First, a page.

His shtick: He played all his roles in drag.
But unlike most drag queens, who present a caricature of a woman, Eltinge was a “gender illusionist” pretending, with a wink, to actually be a woman.
He made his debut in his 20s at the Bijou Theater in 1904. In subsequent shows written just for him, he played to packed houses.
Audiences knew he was a man, but he was so convincing as a woman, he was dubbed “Mr. Lillian Russell.” He even launched a magazine that gave women beauty tips.
Perhaps to fend off rumors that he was gay, Eltinge put up a macho facade off-stage and was known to smoke cigars and get into bar brawls, according to It Happened in New York City, cowritten by Fran Capo.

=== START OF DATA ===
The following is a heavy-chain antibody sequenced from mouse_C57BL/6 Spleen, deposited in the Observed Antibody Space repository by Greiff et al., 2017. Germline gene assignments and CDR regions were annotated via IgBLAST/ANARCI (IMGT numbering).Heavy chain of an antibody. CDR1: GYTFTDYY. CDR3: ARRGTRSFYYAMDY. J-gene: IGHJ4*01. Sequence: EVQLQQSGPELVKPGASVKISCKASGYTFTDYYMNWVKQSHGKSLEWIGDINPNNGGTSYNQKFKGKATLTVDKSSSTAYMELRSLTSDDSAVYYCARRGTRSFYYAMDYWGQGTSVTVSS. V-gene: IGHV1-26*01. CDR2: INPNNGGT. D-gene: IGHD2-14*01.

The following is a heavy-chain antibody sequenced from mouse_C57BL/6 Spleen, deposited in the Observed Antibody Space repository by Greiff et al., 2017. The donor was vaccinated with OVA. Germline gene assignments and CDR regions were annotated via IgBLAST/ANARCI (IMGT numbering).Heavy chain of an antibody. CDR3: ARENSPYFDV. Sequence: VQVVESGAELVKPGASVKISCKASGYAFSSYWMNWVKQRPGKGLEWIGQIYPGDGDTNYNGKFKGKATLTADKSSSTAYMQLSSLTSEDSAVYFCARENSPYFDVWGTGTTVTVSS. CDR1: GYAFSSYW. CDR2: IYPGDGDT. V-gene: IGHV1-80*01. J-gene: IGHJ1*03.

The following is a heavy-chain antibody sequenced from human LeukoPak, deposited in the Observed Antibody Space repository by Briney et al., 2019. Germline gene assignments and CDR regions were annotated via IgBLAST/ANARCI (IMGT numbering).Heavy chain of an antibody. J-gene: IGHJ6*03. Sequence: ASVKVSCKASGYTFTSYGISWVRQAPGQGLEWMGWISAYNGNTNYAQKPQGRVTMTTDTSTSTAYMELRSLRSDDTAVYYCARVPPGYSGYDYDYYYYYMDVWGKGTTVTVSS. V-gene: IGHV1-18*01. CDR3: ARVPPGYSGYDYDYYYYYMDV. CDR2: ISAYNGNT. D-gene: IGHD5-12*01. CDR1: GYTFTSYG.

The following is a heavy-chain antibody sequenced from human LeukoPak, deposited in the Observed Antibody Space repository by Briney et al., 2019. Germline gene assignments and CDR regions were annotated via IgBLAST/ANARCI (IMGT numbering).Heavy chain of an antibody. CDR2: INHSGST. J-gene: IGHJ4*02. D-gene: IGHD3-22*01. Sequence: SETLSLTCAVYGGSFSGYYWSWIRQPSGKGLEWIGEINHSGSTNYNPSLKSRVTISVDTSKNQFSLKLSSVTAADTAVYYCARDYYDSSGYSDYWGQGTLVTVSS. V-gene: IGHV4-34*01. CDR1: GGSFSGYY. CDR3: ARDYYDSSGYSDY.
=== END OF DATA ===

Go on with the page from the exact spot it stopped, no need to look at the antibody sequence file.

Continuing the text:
His star faded in the 1920s after leading roles in silent films. He died in 1941 following a 52nd Street club performance.
If you want to see Eltinge today, head to the lobby of the Empire Theater, at 42nd Street and Eighth Avenue.
This is the former Eltinge Theater, and a ceiling mural—uncovered during renovations in the 1990s—depicts three women in flowing robes, all of whom are thought to be Eltinge.